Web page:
"Mr. Smith, how much time as Mr. Lammers spent with you discussing your case?" "About 15 minutes." The judge fixes his gaze upon me, "Mr. Lammers, is that an accurate representation of how much time is spent talking to your client?" "Your Honor, I think it was more like an hour. There hasn't been much of a question of what was going to be done in this case." Then the judge asks him what his sentencing guidelines show. "I don't know." The judge looks suspiciously at me. "Has your attorney explained sentencing guidelines to you?" "No." At this point I'm doing what I normally do in this situation, I have chosen a point to stare at on the far wall and I'm chewing on my tongue. So the judge turns to me. "Mr. Lammers, have you discussed the sentencing guidelines with your client?" "Your Honor, I know that question is coming in this courtroom so I make a practice of discussing the guidelines with each of my clients." "Did you discuss those specifically with Mr. Smith?" "Your Honor, I remember discussing the guidelines with him, but I must admit I don't have a note my file saying that I gave him his specific guideline range." And to be honest, at that moment I can't remember whether I did or not. "Mr. Lammers, this court is going to be in recess for 10 minutes. During that time the probation officer is going to do the guidelines and you're going to take them to your client."

The judge leaves the bench and Mr. Smith is taken to the lockup area. I huddle with the probation officer and we figure out that Mr. Smith's guidelines are between six months and one year, with a midpoint of nine months. I go to the lockup area to tell Mr. Smith. He's not actually downstairs in the cages; they have him in a witness waiting room next to the court room along with DOC guards. Before I can even tell him his guideline range he blurts out, in front of God and everyone, that he's now going to plead not guilty for a reason having nothing to do with the guidelines. The guards are sitting there with looks somewhere between snickering, pity, and bemusement. Mr. Smith and I have a brief and rather intense discussion. However, he has made his decision and he is going to plead not guilty and take a jury trial.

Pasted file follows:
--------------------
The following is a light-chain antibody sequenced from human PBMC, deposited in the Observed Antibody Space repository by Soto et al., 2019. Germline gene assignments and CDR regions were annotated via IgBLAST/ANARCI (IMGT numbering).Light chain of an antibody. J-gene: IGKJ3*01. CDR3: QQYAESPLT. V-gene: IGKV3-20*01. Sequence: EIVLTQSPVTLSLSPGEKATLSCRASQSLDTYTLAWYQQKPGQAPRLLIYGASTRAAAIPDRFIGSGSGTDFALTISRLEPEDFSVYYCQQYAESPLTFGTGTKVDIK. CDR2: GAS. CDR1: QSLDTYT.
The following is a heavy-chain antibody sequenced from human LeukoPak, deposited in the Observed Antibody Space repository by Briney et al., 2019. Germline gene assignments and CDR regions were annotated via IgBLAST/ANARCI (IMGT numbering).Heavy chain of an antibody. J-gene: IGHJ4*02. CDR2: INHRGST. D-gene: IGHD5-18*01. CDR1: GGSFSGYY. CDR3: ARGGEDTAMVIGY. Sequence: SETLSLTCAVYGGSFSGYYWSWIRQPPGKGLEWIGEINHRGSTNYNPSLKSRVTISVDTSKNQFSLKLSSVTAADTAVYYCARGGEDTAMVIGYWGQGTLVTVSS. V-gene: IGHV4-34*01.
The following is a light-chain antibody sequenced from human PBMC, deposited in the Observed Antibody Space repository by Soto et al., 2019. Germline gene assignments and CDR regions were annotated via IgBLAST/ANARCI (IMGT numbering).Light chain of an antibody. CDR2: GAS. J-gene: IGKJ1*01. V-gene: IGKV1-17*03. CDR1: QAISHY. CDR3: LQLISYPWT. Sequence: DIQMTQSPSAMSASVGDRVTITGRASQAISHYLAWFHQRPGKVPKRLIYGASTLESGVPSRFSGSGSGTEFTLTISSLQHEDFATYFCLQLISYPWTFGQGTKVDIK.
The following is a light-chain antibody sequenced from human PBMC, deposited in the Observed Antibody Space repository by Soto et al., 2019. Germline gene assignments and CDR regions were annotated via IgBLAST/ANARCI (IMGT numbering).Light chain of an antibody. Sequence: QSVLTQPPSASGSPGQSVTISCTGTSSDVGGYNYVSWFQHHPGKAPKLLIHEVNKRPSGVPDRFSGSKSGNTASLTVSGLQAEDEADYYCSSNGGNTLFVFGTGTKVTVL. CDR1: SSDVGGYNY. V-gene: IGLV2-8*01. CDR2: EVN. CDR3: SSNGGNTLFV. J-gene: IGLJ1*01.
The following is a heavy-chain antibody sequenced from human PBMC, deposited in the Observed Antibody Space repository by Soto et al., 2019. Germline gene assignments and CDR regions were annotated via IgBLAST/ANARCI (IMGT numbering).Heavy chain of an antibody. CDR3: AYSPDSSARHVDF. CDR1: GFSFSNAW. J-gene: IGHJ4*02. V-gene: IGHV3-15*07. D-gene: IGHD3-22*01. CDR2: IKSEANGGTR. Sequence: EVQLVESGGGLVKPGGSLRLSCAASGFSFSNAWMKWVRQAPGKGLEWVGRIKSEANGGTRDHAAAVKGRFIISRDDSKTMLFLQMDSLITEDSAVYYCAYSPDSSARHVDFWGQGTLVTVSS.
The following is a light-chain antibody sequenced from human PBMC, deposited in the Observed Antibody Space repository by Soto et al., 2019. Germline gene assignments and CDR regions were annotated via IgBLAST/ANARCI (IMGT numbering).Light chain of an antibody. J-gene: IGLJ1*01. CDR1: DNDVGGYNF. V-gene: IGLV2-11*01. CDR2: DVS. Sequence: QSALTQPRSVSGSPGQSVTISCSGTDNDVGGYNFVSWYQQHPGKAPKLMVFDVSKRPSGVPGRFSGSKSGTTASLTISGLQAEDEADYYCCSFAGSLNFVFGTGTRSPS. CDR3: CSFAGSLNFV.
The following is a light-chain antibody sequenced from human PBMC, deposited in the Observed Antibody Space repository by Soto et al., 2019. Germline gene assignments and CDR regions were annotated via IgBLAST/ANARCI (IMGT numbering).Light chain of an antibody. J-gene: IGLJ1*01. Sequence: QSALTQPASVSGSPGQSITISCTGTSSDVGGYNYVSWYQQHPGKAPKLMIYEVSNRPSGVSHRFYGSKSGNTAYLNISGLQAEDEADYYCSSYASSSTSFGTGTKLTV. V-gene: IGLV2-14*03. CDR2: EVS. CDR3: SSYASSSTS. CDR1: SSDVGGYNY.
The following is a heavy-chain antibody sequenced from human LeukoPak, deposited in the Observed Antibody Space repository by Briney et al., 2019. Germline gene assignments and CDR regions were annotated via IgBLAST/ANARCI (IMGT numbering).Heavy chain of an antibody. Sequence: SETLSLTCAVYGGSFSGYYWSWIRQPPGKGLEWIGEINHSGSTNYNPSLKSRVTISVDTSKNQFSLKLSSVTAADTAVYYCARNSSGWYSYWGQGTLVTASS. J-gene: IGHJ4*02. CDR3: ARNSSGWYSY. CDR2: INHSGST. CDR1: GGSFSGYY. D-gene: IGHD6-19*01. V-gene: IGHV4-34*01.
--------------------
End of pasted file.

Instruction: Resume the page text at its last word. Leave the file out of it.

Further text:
We go back in the court room. "Your Honor, at this time my client would like to change his plea from guilty to not guilty." The judge looks at me like I am an absolute loser. He has the clerk re-arraign Mr. Smith. After Mr. Smith says that he's going to plead not guilty and take a jury the judge continues the case to the next docket call because there are no jurors available.

On the way back to my office I remember with crystal clarity the discussion I couldn't remember when I was speaking with the judge. I spend the rest of the day kicking myself because maybe if I'd remembered it clearly Mr. Smith wouldn't be taking a jury trial in a very conservative jurisdiction where, if he's found guilty, the jury is likely to sentence him to at least five times the amount of incarceration he would've gotten otherwise -- if they don't give him the maximum.

14 April 2006: Yet another docket call date. This time Mr. Smith's court date is set for the 28th of May, 2006.